Special Issue "Potential Applications of Nanomaterials-Based Adsorbents in the Removal of Pollutants in Wastewater"

A special issue of Applied Sciences (ISSN 2076-3417). This special issue belongs to the section "Agricultural Engineering".

Deadline for manuscript submissions: 10 May 2022.

Special Issue Editors

Prof. Dr. Nhamo Chaukura
E-Mail Website
Guest Editor
Department of Physical and Earth Sciences, Sol Plaatje University, Kimberley, South Africa
Interests: emerging pollutants; environmental remediation; nanomaterials; water treatment
Prof. Dr. Alex Kuvarega
E-Mail Website
Guest Editor
Institute for Nanotechnology and Water Sustainability, College of Science, Engineering and Technology, University of South Africa, Florida 1709, South Africa
Interests: advanced oxidation processes; heterogenous catalysis; material synthesis and characterisation; water and wastewater treatment technologies
Prof. Dr. Rangabhashiyam Selvasembian
E-Mail Website
Guest Editor
Department of Biotechnology, School of Chemical and Biotechnology, SASTRA University, Thanjavur 613401, Tamilnadu, India
Interests: biomass valorization for energy and environmental applications; bioremediation; biosorption; wastewater treatment; biocatalyst

Special Issue Information

Dear Colleagues,

The use of nanomaterials for water treatment exploits the desirable properties of nanomaterials, emanating from their small size. The design, synthesis, characterization, and evaluation of nanomaterials for the removal of pollutants in aquatic systems can span a number of disciplines, including chemistry, chemical engineering, artificial intelligence, data analytics, and environmental sciences, among others.

This Special Issue seeks to address recent advances in the following broad topics:

  1. Design, synthesis, and modification of nanomaterials;
  2. Bionanomaterials, synthesis and application in water pollutant removal;
  3. Characterization methods and properties of nanomaterials;
  4. Low-cost nanomaterials for water treatment;
  5. The application of nanocomposites in water treatment;
  6. Integrating adsorption and photocatalysis in water treatment;
  7. The removal of emerging pollutants in water using nanomaterials;
  8. Studying the removal mechanisms of emerging organic pollutants in water;
  9. Nanomaterials for the removal of antibiotics in water;
  10. Nanomaterials for the removal of rare earth metals in water;
  11. Nanomaterials for the removal of antibiotics in water;
  12. Sustainable application of nanomaterials in wastewater treatment;
  13. Antimicrobial resistance in water: the remediation potential of nanomaterials;
  14. Challenges in the use of nanomaterials in wastewater treatment.

Prof. Dr. Nhamo Chaukura
Prof. Dr. Alex Kuvarega
Prof. Dr. Rangabhashiyam Selvasembian
Guest Editors

Manuscript Submission Information

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Submitted manuscripts should not have been published previously, nor be under consideration for publication elsewhere (except conference proceedings papers). All manuscripts are thoroughly refereed through a single-blind peer-review process. A guide for authors and other relevant information for submission of manuscripts is available on the Instructions for Authors page. Applied Sciences is an international peer-reviewed open access semimonthly journal published by MDPI.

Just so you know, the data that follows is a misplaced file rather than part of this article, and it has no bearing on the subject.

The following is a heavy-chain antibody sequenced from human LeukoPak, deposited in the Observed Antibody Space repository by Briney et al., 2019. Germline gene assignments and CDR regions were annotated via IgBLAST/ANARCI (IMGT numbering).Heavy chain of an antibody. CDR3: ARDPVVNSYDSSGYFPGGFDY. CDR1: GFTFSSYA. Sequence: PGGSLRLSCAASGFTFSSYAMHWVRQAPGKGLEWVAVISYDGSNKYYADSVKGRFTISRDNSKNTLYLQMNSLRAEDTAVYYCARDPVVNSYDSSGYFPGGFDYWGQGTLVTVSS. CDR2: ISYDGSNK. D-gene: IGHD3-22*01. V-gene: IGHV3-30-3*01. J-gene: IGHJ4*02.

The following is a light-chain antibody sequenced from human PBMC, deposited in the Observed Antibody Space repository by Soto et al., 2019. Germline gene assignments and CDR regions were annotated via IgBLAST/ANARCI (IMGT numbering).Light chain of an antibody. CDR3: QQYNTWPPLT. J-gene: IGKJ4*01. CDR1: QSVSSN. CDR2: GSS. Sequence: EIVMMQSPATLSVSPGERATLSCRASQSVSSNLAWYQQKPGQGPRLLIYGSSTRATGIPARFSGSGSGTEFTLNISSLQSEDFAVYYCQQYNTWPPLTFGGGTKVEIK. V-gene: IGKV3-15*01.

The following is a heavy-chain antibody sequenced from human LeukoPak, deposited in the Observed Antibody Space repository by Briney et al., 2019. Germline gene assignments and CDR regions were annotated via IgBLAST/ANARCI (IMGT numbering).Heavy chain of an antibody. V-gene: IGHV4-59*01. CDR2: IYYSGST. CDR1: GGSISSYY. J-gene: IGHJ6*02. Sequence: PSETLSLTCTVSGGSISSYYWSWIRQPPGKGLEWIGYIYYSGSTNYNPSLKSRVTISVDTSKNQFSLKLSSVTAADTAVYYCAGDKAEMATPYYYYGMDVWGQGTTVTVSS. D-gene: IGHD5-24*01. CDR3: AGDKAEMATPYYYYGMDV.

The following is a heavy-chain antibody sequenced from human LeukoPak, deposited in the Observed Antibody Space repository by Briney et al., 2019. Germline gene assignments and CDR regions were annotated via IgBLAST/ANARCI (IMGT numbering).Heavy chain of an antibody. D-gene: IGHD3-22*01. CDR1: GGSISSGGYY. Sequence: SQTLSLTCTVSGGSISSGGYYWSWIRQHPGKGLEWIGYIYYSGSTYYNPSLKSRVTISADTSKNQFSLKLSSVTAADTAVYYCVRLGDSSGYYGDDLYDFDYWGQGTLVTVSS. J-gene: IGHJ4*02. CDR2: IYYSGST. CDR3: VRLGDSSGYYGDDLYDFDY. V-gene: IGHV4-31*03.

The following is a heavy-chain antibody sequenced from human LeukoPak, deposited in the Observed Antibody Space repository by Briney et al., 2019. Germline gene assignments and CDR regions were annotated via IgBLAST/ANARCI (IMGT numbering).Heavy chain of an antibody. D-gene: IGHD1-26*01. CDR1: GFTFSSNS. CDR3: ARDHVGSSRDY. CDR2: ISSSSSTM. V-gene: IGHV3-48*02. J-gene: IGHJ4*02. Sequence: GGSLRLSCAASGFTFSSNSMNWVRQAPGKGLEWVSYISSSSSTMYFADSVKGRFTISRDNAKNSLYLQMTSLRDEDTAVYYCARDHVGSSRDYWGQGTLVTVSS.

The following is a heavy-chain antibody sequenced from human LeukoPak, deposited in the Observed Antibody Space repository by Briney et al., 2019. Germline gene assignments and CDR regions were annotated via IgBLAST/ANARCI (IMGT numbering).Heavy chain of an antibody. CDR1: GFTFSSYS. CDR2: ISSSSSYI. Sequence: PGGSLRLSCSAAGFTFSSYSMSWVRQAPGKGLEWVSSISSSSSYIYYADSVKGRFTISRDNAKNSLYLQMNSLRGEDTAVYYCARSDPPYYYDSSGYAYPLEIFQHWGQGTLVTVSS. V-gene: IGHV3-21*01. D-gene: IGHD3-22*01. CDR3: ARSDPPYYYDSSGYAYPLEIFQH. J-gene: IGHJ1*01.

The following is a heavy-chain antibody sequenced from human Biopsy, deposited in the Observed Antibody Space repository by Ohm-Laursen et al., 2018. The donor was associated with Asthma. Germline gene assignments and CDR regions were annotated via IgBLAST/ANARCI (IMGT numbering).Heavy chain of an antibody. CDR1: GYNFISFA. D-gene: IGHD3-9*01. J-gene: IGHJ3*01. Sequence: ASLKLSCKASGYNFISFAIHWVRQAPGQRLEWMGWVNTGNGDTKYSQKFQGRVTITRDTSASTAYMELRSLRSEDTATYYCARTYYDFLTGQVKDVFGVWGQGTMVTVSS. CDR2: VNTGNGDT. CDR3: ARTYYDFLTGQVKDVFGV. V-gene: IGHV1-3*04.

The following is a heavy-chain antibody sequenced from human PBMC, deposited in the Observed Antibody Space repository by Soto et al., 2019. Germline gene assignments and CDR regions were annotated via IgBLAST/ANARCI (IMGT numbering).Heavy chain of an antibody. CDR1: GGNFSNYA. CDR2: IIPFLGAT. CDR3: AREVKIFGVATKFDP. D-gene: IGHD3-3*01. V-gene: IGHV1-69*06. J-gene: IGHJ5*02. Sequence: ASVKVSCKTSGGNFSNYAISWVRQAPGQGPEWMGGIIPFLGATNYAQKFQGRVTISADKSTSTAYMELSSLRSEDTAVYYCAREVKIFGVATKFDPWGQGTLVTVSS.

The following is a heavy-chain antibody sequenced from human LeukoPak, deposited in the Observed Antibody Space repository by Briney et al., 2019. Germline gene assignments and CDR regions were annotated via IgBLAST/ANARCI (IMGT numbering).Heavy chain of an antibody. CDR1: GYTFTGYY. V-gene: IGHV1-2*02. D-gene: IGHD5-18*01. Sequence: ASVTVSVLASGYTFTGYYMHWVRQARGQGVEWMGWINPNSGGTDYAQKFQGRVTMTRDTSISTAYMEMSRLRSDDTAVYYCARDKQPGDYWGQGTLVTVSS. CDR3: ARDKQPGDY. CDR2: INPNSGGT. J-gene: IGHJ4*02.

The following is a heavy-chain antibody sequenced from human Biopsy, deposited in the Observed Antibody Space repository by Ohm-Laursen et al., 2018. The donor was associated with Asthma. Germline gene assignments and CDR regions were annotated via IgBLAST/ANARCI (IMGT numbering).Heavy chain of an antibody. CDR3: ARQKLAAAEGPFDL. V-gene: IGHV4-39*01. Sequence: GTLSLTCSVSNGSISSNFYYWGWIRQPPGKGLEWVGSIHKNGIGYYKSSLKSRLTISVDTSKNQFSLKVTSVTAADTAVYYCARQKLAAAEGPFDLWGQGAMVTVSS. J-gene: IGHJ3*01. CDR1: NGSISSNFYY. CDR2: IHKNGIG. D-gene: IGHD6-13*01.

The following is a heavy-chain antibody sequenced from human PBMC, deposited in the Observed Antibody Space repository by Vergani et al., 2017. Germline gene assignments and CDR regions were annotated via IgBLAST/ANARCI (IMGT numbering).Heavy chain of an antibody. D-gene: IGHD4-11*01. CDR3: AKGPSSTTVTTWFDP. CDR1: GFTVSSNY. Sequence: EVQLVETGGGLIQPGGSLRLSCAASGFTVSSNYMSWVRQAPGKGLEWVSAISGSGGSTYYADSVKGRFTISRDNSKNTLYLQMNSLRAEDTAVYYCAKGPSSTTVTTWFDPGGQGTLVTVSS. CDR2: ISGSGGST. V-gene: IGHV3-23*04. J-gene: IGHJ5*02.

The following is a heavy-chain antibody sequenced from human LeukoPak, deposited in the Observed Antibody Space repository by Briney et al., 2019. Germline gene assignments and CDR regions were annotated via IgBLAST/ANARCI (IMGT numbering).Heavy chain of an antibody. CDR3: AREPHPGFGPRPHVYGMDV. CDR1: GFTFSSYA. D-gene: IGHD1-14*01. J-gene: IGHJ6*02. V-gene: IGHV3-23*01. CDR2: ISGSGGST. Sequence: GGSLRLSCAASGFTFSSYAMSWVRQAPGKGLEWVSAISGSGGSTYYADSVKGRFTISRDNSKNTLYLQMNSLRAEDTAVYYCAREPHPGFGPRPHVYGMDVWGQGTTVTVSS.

Please visit the Instructions for Authors page before submitting a manuscript. The Article Processing Charge (APC) for publication in this open access journal is 2000 CHF (Swiss Francs). Submitted papers should be well formatted and use good English. Authors may use MDPI's English editing service prior to publication or during author revisions.


  • adsorption
  • emerging pollutants
  • mineralization
  • nanocomposites, photodegradation
  • porous materials
  • water remediation

Published Papers (1 paper)

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Photocatalytic Degradation of Methylene Blue Dye by Electrospun Binary and Ternary Zinc and Titanium Oxide Nanofibers
Appl. Sci. 2021, 11(20), 9720; https://doi.org/10.3390/app11209720 - 18 Oct 2021
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Synthetic dyes, dispersed in water, have harmful effects on human health and the environment. In this work, Ti and/or Zn oxide nanofibers (NFs) with engineered architecture and surface were produced via electrospinning followed by calcination. Calcination and subsequent cooling were operated at fast [...] Read more.
Synthetic dyes, dispersed in water, have harmful effects on human health and the environment. In this work, Ti and/or Zn oxide nanofibers (NFs) with engineered architecture and surface were produced via electrospinning followed by calcination. Calcination and subsequent cooling were operated at fast rates to generate porous NFs with capture centers to reduce the recombination rate of the photogenerated charges. After morphological and microstructural characterisation, the NFs were comparatively evaluated as photocatalysts for the removal of methylene blue from water under UV irradiation. The higher band gap and lower crystallinity were responsible for the lower photocatalytic activity of the ternary oxides (ZnTiO3 and Zn2TiO4) towards the degradation of the dye. The optimal loads of the highly performing binary oxides were determined. By using 0.66 mg mL−1 wurtzite ZnO for the discoloration of an aqueous solution with a dye concentration of 15 µM, a higher rate constant (7.94 × 10−2 min−1) than previously reported was obtained. The optimal load for anatase TiO2 was lower (0.33 mg mL−1). The corresponding rate constant (1.12 × 10−1 min−1) exceeds the values reported for the commonly used P25–TiO2 benchmark. The catalyst can be reused twice without any regeneration treatment, with 5.2% and 18.7% activity decrease after the second and third use, respectively. Full article
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